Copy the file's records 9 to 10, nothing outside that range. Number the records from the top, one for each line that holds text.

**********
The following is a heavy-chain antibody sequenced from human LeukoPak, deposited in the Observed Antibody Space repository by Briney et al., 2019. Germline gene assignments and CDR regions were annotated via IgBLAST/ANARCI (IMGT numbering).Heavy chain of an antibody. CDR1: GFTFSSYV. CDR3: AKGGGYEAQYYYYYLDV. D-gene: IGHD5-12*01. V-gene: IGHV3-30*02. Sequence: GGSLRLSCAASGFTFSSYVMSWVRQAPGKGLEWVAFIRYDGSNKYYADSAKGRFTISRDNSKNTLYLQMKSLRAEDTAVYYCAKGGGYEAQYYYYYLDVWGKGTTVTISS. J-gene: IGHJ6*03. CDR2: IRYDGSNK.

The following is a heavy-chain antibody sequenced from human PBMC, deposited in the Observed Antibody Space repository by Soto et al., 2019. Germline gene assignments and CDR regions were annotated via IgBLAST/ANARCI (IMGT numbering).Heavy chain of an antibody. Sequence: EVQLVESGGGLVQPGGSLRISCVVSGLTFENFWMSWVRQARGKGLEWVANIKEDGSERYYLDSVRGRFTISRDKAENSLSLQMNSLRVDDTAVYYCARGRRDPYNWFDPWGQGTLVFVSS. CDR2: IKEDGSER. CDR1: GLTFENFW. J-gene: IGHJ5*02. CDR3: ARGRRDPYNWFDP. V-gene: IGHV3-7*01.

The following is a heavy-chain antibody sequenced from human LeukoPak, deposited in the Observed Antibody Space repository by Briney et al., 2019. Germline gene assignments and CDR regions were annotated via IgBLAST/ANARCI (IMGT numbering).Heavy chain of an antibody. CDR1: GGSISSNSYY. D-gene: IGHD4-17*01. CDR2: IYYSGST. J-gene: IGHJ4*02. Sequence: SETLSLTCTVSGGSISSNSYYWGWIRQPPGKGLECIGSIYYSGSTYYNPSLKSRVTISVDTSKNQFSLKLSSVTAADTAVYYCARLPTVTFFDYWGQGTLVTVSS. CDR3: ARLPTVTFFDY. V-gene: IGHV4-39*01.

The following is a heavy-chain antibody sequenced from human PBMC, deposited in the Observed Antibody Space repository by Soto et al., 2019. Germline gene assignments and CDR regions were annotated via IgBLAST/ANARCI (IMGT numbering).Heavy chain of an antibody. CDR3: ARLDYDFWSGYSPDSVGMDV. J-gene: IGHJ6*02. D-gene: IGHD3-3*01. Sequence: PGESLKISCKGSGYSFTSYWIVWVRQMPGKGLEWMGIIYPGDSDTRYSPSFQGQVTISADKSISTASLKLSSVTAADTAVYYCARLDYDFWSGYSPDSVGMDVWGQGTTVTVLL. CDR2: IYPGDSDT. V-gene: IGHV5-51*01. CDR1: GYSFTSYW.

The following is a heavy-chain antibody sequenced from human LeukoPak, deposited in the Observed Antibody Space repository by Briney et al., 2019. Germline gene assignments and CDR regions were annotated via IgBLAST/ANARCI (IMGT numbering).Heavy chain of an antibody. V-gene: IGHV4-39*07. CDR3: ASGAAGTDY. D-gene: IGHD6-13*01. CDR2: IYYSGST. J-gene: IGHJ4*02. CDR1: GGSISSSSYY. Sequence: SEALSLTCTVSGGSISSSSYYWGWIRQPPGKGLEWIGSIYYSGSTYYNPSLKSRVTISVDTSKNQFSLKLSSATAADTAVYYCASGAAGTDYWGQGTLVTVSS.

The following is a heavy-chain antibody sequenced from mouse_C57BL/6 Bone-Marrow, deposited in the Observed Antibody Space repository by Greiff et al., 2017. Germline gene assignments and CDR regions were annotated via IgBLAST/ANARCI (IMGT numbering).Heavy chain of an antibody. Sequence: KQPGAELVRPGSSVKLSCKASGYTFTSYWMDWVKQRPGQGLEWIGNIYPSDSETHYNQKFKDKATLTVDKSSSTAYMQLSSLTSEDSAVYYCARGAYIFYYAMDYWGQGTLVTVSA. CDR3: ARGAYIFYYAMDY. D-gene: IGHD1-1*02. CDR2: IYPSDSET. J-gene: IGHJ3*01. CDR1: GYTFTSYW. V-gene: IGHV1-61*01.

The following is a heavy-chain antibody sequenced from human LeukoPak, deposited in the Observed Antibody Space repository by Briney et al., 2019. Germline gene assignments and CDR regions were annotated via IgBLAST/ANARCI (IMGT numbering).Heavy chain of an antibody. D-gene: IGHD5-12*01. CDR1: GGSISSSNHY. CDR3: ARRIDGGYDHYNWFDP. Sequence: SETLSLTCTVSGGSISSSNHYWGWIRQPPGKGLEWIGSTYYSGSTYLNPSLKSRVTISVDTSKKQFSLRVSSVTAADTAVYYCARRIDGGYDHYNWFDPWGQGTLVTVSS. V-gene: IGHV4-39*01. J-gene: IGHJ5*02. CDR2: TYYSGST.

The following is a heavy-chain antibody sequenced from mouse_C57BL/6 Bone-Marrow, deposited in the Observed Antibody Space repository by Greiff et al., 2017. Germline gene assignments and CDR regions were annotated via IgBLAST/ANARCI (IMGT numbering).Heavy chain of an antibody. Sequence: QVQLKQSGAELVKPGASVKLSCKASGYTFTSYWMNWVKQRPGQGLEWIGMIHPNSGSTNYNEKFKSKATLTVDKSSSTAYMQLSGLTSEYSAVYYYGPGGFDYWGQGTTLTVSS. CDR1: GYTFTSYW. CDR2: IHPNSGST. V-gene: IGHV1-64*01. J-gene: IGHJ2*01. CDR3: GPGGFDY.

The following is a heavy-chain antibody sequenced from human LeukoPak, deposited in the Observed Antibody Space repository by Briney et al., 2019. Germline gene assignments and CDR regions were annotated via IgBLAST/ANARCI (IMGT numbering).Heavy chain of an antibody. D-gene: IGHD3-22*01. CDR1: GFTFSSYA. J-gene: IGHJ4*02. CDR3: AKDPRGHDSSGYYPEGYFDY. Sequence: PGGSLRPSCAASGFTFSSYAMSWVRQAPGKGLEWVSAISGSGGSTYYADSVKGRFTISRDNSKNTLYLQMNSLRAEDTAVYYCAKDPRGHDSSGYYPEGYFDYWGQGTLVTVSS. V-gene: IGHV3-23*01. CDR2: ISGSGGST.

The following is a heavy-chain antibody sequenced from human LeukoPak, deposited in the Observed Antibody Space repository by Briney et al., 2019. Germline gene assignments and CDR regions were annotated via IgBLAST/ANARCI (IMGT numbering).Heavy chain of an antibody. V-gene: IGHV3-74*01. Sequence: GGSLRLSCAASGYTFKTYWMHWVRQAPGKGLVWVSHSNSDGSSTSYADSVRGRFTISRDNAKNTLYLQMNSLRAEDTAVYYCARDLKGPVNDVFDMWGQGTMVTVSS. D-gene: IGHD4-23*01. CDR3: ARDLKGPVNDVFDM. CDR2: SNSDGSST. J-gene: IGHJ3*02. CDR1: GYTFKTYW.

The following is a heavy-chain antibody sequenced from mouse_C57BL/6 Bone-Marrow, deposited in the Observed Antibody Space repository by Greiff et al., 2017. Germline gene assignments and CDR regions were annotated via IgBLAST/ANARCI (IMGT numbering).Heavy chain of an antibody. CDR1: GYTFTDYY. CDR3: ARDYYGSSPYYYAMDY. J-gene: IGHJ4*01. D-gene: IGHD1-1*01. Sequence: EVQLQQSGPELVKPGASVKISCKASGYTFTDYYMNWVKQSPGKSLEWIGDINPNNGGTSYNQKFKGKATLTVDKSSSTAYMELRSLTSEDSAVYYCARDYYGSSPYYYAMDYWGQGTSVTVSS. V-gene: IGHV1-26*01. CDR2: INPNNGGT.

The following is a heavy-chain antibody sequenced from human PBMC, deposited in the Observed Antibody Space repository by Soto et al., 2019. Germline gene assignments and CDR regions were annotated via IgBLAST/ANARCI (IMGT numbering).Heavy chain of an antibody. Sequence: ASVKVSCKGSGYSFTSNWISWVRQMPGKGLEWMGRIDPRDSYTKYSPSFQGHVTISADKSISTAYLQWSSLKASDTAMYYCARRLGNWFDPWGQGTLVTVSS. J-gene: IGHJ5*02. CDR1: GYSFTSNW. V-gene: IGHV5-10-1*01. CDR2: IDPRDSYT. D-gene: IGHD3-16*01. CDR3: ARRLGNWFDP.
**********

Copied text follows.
The following is a heavy-chain antibody sequenced from human LeukoPak, deposited in the Observed Antibody Space repository by Briney et al., 2019. Germline gene assignments and CDR regions were annotated via IgBLAST/ANARCI (IMGT numbering).Heavy chain of an antibody. D-gene: IGHD3-22*01. CDR1: GFTFSSYA. J-gene: IGHJ4*02. CDR3: AKDPRGHDSSGYYPEGYFDY. Sequence: PGGSLRPSCAASGFTFSSYAMSWVRQAPGKGLEWVSAISGSGGSTYYADSVKGRFTISRDNSKNTLYLQMNSLRAEDTAVYYCAKDPRGHDSSGYYPEGYFDYWGQGTLVTVSS. V-gene: IGHV3-23*01. CDR2: ISGSGGST.

The following is a heavy-chain antibody sequenced from human LeukoPak, deposited in the Observed Antibody Space repository by Briney et al., 2019. Germline gene assignments and CDR regions were annotated via IgBLAST/ANARCI (IMGT numbering).Heavy chain of an antibody. V-gene: IGHV3-74*01. Sequence: GGSLRLSCAASGYTFKTYWMHWVRQAPGKGLVWVSHSNSDGSSTSYADSVRGRFTISRDNAKNTLYLQMNSLRAEDTAVYYCARDLKGPVNDVFDMWGQGTMVTVSS. D-gene: IGHD4-23*01. CDR3: ARDLKGPVNDVFDM. CDR2: SNSDGSST. J-gene: IGHJ3*02. CDR1: GYTFKTYW.